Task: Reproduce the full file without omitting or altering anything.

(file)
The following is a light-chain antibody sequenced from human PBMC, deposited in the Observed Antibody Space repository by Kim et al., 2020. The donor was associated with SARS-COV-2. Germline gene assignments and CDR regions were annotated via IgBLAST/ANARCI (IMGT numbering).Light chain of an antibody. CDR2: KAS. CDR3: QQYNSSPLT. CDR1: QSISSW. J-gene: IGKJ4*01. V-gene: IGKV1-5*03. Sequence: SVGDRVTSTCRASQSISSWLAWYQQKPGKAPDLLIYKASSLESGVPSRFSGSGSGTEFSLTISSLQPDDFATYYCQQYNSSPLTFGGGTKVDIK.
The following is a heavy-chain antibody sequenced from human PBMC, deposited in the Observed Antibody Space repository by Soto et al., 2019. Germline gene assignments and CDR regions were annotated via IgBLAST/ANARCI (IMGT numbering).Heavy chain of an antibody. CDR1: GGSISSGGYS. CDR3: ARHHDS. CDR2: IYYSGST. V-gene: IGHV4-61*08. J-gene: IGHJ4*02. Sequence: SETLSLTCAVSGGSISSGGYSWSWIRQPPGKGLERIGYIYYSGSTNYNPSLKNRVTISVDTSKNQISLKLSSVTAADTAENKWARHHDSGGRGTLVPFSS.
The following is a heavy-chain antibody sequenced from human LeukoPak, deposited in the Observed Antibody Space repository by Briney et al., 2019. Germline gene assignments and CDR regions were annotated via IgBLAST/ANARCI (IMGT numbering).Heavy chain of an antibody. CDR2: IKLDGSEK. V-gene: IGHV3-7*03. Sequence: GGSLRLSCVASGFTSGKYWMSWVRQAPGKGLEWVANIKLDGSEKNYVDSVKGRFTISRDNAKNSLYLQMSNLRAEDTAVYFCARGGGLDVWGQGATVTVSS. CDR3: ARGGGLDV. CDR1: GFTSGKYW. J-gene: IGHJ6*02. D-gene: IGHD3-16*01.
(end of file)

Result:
The following is a light-chain antibody sequenced from human PBMC, deposited in the Observed Antibody Space repository by Kim et al., 2020. The donor was associated with SARS-COV-2. Germline gene assignments and CDR regions were annotated via IgBLAST/ANARCI (IMGT numbering).Light chain of an antibody. CDR2: KAS. CDR3: QQYNSSPLT. CDR1: QSISSW. J-gene: IGKJ4*01. V-gene: IGKV1-5*03. Sequence: SVGDRVTSTCRASQSISSWLAWYQQKPGKAPDLLIYKASSLESGVPSRFSGSGSGTEFSLTISSLQPDDFATYYCQQYNSSPLTFGGGTKVDIK.
The following is a heavy-chain antibody sequenced from human PBMC, deposited in the Observed Antibody Space repository by Soto et al., 2019. Germline gene assignments and CDR regions were annotated via IgBLAST/ANARCI (IMGT numbering).Heavy chain of an antibody. CDR1: GGSISSGGYS. CDR3: ARHHDS. CDR2: IYYSGST. V-gene: IGHV4-61*08. J-gene: IGHJ4*02. Sequence: SETLSLTCAVSGGSISSGGYSWSWIRQPPGKGLERIGYIYYSGSTNYNPSLKNRVTISVDTSKNQISLKLSSVTAADTAENKWARHHDSGGRGTLVPFSS.
The following is a heavy-chain antibody sequenced from human LeukoPak, deposited in the Observed Antibody Space repository by Briney et al., 2019. Germline gene assignments and CDR regions were annotated via IgBLAST/ANARCI (IMGT numbering).Heavy chain of an antibody. CDR2: IKLDGSEK. V-gene: IGHV3-7*03. Sequence: GGSLRLSCVASGFTSGKYWMSWVRQAPGKGLEWVANIKLDGSEKNYVDSVKGRFTISRDNAKNSLYLQMSNLRAEDTAVYFCARGGGLDVWGQGATVTVSS. CDR3: ARGGGLDV. CDR1: GFTSGKYW. J-gene: IGHJ6*02. D-gene: IGHD3-16*01.